If there is one thing that you must get right in decorating a child’s room it is the issue of storage. Think about it, even if you give them a beautiful window treatment, gorgeous duvet cover sets or amazing accessories – it won’t shine if the room is cluttered or without any plan for organisation. When there are hundreds of toys with no home or an overload of your teen’s belongings strewn across every surface possible – it won’t stand a chance at being beautiful, welcoming or calm. It is very important to discover the storage options of a child’s bedroom, so take a look at our tips.
· One unit that will take up the full length of a free wall is practical and although the unit is big – it frees up more space in the rest of the room. Choose a light colour such as white or a colour that will blend seamlessly with the colour of the wall it sits against. You will need something that can hold everything from toys, books to clothing so a mixture of open shelving, drawers and cupboards are a good choice. Disguise open shelving with a roller blind rather than a door to maximise available space and hide clutter instantly!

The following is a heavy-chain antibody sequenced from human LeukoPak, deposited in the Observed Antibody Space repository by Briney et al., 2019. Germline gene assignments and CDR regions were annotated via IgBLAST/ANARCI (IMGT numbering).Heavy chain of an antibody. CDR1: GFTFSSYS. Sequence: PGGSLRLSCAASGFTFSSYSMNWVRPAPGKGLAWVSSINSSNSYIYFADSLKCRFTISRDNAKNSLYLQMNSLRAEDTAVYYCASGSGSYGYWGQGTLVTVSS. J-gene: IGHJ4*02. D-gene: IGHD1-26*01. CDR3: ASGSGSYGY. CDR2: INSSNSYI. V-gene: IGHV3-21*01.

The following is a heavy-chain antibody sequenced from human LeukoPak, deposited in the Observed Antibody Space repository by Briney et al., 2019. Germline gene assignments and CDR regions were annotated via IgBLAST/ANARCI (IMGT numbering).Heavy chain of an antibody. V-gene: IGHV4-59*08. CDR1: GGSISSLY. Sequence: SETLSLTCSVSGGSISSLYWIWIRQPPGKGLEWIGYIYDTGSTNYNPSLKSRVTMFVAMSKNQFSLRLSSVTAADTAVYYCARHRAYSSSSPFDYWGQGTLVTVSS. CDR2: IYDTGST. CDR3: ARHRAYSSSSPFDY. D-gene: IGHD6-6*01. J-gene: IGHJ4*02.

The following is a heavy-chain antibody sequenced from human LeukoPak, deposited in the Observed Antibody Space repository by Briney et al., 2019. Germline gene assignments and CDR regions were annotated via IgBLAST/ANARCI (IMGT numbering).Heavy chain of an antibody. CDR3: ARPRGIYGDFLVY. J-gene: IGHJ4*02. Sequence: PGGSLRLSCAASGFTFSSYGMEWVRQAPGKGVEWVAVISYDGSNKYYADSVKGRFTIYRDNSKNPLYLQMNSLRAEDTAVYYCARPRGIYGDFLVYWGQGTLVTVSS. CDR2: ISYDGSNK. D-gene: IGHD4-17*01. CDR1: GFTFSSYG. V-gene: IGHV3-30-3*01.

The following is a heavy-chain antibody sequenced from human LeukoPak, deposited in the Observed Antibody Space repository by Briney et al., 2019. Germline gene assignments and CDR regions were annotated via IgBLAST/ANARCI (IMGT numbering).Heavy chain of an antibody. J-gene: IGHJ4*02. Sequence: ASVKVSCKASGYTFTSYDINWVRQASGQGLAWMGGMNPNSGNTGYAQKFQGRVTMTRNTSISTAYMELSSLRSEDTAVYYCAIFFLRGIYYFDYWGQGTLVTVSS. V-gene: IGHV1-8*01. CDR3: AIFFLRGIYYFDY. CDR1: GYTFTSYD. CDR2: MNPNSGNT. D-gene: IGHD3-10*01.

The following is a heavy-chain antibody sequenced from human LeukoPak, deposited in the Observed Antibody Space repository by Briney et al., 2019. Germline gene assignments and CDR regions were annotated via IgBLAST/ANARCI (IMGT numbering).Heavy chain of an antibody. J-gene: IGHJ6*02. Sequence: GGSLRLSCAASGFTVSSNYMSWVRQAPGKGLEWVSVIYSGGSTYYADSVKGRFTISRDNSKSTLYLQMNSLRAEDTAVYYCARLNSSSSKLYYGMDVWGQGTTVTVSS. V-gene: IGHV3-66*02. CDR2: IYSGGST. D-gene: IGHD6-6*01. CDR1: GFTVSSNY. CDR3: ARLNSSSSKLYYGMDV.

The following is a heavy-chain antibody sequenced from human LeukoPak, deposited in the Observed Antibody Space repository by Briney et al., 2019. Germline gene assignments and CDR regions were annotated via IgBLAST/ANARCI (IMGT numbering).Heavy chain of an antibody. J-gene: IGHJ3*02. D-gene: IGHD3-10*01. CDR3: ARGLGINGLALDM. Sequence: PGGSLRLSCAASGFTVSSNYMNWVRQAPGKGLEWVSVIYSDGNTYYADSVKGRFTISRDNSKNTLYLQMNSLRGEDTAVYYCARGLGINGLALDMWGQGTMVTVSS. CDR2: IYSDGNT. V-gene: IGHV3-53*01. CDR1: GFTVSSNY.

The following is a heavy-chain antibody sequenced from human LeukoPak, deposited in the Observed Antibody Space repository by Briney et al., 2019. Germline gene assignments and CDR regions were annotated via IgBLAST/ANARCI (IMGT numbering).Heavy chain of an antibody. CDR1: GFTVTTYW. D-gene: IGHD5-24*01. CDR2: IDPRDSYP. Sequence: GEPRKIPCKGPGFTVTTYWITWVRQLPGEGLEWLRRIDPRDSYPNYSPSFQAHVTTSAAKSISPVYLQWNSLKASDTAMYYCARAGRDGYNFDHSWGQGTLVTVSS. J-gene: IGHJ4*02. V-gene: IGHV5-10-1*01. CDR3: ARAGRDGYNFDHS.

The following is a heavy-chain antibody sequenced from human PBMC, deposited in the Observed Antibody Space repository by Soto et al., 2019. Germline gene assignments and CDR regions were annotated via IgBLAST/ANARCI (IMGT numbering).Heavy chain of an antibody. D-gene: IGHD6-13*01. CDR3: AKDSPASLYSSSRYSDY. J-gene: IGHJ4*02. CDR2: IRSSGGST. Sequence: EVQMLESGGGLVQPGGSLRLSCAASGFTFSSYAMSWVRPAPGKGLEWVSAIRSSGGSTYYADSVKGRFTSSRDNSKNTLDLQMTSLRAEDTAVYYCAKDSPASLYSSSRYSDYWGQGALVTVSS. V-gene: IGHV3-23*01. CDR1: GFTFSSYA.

· A simple shelving unit can store more than you think if you place storage boxes on it. When using boxes, make sure that they will not be so full that your child cannot remove them from the shelves alone and use attractive designs. Alternatively, buy plain boxes and dress them up yourself with coordinating pieces of fabric or different paint colours – if you make organisation attractive to the kids, they are more likely to want to tidy up themselves after each playtime!
· Look for storage pieces on wheels, this will make it a lot easier to move around if you have to change the layout of a room or if you want to bring it central during playtime. Later it can be wheeled back to the wall. This is a practical storage solution that will meet the needs of both young children and teenagers.
· There are different stages in a child’s life that will require a new look at how their bedroom is and new interior design ideas. You will need to make changes when they start school and again when they go to the secondary school. Try to think in advance to the next stage when decorating to cut down time and costs. For example, you may be decorating for a child of nine years – they may not need a desk space just yet, but a few years down the line they will, meaning you have to buy a new desk and storage space. Be ahead by already giving them a unit that can fit a makeshift desk when the time comes.